Five things you didn’t know about being a female chef


Five things you didn’t know about being a female chef

Sarah Gibbs is a #MINDRMAMA of two and a public policy expert who misses New York even though she loves her new home of Raleigh, North Carolina. 

The restaurant and food industry is notorious for being male-dominated and a particularly difficult place to succeed as a woman - especially if you are a mother or aspire to be. A lack of support for pregnancy/childbirth, rare parental leave policies and challenging nighttime hours make it difficult to continue climbing the career ladder as a chef. As a result, many decide to take a step back or change course once they become moms. While some in the industry have begun to discuss efforts to retain top female talent and ways to create a more family-friendly work environment, there still is a lot of work to be done.

All the more reason to celebrate innovative chefs like Amanda Cohen of Dirt Candy, who has become an outspoken champion for women in the restaurant world. We will be chatting with Amanda on April 19th at our collaboration event with Nibble+squeak. (Tickets are sold out, but you can still join the waitlist and follow along on our Insta stories on the day.) In honor of this exciting event, here are five things you didn’t know - but should - about being a woman in the restaurant world. 

  1. Many female chefs decide to dial back their career once they start a family. The restaurant industry is a particularly difficult field for work-life balance. Men overwhelmingly hold the highest paying kitchen jobs at the most prominent independent restaurants across the United States. According to a 2014 Bloomberg News study, women held just 6.3 percent or 10 out of 160 head chef positions at the 15 most prominent U.S. restaurant groups. Women are everywhere in the restaurant industry - both in the front and back of the house - but careers often plateau or drop off once babies come into the picture. Like women in many professional fields, there are a number of reasons women decide to take a step back from their career, but the traditional atmosphere and work-hard/play-hard attitudes of professional kitchens combined with a lack of supportive parental-leave policies may contribute to decisions to change course once their little one is born.
  2. Challenges facing working mothers in the restaurant world are especially difficult. We all know that it is hard to balance being a mom and working/volunteering/insert passion other than parenting here. But the challenges that come with being a mom and achieving success in the the restaurant industry seem particularly difficult. This is especially true in fine-dining. Long hours - often at night- make it difficult to find childcare. Chefs are on the hook for working whenever the restaurant is open, including weekends, holidays and when your little one is home sick. Additionally, profit margins are notoriously small at restaurants, making it financially difficult to offer maternal support or healthcare benefits to new mothers. As a result, many chefs in their 20s and 30s decide to pursue other positions in the restaurant industry after they become moms, including corporate or consultant positions.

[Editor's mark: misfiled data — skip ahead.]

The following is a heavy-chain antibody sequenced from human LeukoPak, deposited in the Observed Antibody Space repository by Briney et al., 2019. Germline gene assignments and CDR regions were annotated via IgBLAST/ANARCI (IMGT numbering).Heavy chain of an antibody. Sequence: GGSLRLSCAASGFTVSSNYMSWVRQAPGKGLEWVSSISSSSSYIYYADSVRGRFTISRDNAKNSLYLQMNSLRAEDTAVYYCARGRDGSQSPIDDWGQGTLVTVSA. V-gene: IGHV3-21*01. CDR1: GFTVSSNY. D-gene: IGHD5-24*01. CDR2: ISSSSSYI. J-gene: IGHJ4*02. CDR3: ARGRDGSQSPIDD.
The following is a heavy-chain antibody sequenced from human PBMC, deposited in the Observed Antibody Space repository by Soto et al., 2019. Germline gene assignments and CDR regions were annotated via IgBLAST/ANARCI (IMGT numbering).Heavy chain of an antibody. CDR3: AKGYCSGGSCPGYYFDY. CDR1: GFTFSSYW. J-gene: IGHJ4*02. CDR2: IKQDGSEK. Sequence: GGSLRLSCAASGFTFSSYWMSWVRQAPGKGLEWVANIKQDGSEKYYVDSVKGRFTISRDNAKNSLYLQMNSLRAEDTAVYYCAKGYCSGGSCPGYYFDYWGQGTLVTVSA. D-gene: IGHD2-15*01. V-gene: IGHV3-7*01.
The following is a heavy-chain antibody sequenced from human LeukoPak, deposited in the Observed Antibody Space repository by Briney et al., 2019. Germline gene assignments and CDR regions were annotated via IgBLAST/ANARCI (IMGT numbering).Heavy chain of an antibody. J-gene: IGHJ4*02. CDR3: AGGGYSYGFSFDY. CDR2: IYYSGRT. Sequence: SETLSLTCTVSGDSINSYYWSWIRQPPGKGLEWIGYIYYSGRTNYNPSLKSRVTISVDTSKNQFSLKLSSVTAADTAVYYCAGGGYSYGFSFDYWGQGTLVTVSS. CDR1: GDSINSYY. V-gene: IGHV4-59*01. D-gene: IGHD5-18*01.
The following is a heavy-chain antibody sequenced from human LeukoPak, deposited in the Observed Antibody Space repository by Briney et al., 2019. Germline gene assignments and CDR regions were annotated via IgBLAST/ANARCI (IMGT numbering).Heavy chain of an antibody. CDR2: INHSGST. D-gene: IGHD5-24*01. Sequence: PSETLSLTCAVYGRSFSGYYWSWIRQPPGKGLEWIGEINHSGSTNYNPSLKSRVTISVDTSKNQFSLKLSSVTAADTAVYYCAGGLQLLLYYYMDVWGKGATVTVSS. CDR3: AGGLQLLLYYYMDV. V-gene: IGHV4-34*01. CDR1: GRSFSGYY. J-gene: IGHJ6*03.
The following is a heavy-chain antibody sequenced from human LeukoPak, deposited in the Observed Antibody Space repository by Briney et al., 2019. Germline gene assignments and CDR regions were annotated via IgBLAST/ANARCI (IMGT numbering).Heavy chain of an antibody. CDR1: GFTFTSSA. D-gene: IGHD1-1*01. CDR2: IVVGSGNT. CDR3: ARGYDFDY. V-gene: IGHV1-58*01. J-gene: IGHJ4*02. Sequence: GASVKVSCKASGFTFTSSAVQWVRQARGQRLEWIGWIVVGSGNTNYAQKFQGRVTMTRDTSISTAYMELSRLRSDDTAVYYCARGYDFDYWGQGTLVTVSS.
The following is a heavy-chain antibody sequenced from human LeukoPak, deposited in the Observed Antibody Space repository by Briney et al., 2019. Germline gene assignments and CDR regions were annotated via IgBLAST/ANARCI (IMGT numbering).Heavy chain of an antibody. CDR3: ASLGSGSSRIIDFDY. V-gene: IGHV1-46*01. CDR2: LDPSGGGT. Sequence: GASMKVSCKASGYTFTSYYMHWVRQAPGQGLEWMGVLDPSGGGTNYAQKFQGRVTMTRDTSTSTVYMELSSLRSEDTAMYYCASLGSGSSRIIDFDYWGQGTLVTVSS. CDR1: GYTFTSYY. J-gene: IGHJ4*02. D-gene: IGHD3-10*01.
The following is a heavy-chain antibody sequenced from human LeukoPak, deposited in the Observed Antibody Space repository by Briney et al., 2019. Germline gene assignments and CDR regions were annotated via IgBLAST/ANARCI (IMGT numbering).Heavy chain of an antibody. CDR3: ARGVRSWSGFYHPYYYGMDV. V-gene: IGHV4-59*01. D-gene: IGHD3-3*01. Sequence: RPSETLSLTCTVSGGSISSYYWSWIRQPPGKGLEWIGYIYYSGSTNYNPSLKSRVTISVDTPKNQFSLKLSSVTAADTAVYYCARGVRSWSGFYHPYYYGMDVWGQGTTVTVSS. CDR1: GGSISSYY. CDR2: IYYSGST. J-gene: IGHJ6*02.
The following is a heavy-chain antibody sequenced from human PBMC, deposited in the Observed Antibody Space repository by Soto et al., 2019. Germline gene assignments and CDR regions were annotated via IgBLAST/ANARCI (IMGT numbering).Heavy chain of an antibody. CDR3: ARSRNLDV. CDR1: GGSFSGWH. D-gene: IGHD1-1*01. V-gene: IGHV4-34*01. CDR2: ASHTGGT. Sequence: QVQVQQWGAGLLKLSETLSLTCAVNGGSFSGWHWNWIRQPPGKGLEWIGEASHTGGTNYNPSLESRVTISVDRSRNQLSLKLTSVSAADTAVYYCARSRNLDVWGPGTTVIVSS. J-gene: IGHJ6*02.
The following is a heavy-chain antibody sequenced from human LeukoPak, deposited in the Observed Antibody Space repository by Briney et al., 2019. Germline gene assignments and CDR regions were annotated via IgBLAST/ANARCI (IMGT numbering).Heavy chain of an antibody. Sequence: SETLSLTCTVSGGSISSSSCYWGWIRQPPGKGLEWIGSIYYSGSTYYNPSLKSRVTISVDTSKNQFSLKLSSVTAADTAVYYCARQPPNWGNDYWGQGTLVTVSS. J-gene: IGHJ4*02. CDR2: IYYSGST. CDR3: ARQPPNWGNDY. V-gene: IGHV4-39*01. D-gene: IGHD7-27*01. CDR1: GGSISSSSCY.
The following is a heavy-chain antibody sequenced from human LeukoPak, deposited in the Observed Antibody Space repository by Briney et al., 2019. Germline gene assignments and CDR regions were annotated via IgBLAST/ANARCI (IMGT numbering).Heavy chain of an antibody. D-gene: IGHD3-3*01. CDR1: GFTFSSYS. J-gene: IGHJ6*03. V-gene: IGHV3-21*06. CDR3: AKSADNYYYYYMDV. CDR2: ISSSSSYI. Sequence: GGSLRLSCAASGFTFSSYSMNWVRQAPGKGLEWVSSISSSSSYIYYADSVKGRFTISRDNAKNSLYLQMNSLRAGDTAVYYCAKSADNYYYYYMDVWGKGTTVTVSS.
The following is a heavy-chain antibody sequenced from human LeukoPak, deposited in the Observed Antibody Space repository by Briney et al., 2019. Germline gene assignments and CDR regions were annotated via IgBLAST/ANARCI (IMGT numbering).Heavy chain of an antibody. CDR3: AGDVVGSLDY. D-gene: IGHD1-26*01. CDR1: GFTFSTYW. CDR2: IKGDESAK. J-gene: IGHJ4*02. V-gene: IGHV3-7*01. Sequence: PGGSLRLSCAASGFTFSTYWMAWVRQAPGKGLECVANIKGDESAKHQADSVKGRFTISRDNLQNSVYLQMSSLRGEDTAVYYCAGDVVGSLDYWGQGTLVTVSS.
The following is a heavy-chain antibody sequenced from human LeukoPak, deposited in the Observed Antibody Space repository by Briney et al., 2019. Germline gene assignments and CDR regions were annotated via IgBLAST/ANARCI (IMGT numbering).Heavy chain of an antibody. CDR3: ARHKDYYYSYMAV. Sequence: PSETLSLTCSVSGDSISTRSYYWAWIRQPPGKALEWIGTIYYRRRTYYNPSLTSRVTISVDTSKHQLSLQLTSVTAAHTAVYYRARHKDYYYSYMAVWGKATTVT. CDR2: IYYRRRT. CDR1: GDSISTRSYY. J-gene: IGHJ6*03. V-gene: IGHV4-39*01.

3. Parental leave policies are starting to pop up in the industry, but there still is a long way to go. In 2017, Danny Meyer’s Union Square Hospitality Group (which includes Gramercy Tavern, Blue Smoke and The Modern) introduced a groundbreaking parental leave policy. According to their policy, every full time employee with more than one year of employment is eligible to receive four weeks of 100 percent base wages after a child is born or adopted. After that, they will receive 60 percent of base wages for an additional four weeks. David Chang's restaurant group Momofuku offers four weeks of paid leave plus vacation time. One company that may become a model for some in the industry is Starbucks, who in October of last year rolled out a parental leave policy offering up to 18 weeks of leave to new parents. These policies - though not yet the norm - are starting to shine a light on a critical issue and are helping to create a more hospitable workplace for new parents. They are also enabling parents to grow in their culinary careers as they are better able to reintegrate into the workplace once their parental leave is over.